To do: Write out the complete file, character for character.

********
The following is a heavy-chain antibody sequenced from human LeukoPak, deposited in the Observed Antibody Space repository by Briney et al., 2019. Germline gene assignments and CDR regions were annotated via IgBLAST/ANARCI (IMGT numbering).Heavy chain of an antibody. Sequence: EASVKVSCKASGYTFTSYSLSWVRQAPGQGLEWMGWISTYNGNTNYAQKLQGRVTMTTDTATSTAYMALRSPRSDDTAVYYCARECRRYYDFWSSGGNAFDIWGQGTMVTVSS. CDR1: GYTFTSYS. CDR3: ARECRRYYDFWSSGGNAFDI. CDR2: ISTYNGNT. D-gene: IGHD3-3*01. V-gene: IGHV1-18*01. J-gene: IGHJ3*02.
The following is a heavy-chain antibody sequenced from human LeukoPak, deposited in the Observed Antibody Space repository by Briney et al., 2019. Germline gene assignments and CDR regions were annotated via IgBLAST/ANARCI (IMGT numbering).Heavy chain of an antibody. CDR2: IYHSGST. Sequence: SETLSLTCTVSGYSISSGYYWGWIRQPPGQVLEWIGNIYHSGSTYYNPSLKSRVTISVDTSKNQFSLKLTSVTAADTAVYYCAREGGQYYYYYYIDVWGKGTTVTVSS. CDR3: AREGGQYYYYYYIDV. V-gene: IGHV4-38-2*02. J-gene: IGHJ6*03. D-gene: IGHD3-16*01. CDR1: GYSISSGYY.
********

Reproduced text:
The following is a heavy-chain antibody sequenced from human LeukoPak, deposited in the Observed Antibody Space repository by Briney et al., 2019. Germline gene assignments and CDR regions were annotated via IgBLAST/ANARCI (IMGT numbering).Heavy chain of an antibody. Sequence: EASVKVSCKASGYTFTSYSLSWVRQAPGQGLEWMGWISTYNGNTNYAQKLQGRVTMTTDTATSTAYMALRSPRSDDTAVYYCARECRRYYDFWSSGGNAFDIWGQGTMVTVSS. CDR1: GYTFTSYS. CDR3: ARECRRYYDFWSSGGNAFDI. CDR2: ISTYNGNT. D-gene: IGHD3-3*01. V-gene: IGHV1-18*01. J-gene: IGHJ3*02.
The following is a heavy-chain antibody sequenced from human LeukoPak, deposited in the Observed Antibody Space repository by Briney et al., 2019. Germline gene assignments and CDR regions were annotated via IgBLAST/ANARCI (IMGT numbering).Heavy chain of an antibody. CDR2: IYHSGST. Sequence: SETLSLTCTVSGYSISSGYYWGWIRQPPGQVLEWIGNIYHSGSTYYNPSLKSRVTISVDTSKNQFSLKLTSVTAADTAVYYCAREGGQYYYYYYIDVWGKGTTVTVSS. CDR3: AREGGQYYYYYYIDV. V-gene: IGHV4-38-2*02. J-gene: IGHJ6*03. D-gene: IGHD3-16*01. CDR1: GYSISSGYY.